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Bum's the word: Why you need a quality office chair

We tend to spend quite a bit of time on our rear end during our working lives. When virtually the whole world was working from their kitchen / spare room / home office during lockdown, I wonder how many people went out and bought a task chair to replace the £19.99 chair that was only ever intended to be used for an hour here and there. A quality task chair can make or break the working day—in the home or in the office.

There seemed to be an awakening (pun #1) a few years ago that mattresses were suddenly a bit more important than we’d previously imagined. You spend approx. 7–8 hours of every day in bed which adds up to a lot of time. Thus, it didn’t make too much sense to scrimp and save on something that can contribute positively (or not) to your general sense of wellbeing.

For ‘mattress’ read ‘task chair’. For ‘7–8 hours of every day’ read ‘7–8 hours of every day’.

Why then, when you walk in to so many offices do you see lots of poor quality task chairs?

So please, better chairs for your staff – show them you care. And once they have these new chairs, train them how to configure the chairs properly. Investing a little more in the quality, making them quick and easy to adjust will pay dividends in the long run, potentially reducing the occurrences of musculoskeletal injuries.

These bog-standard, one size doesn’t fit all chairs are just going to create more musculoskeletal problems in the long run. The response of “I’ve a bad back and it’s my chair—I don’t want to have to adjust it every time I come in to work” is frankly pretty lame (pun #2). Nowadays, good-quality task chairs do so much more for you automatically—tackle the problem, not offer a solution. They are designed according to sound anatomical research and have adjustments that are robust and very simple to use.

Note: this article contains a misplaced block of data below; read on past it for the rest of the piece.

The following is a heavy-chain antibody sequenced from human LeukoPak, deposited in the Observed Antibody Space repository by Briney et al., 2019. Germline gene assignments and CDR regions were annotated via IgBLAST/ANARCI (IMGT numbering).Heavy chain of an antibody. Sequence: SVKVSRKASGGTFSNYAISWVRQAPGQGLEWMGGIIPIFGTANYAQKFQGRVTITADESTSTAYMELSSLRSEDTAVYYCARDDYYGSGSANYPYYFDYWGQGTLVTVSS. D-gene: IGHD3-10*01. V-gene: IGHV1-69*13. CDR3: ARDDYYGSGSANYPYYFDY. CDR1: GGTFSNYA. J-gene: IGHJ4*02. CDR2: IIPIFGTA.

I’ll use an analogy. When they change drivers on the bus during your morning or evening commute, do you see the driver standing at the side of the road with his or her own seat? No, they use the same seat and spend a few seconds adjusting the position of the seat, the steering wheel and their mirrors. And then they drive off with £100Ks worth of shiny metal around them and a lot of very expensive human cargo. They then stay seated for up to 90 minutes at a time before they get a break. Appropriate equipment + training = solution.

So, the humble office chair. It has an importance that goes way beyond its function (which is to stop your bum hitting the ground).

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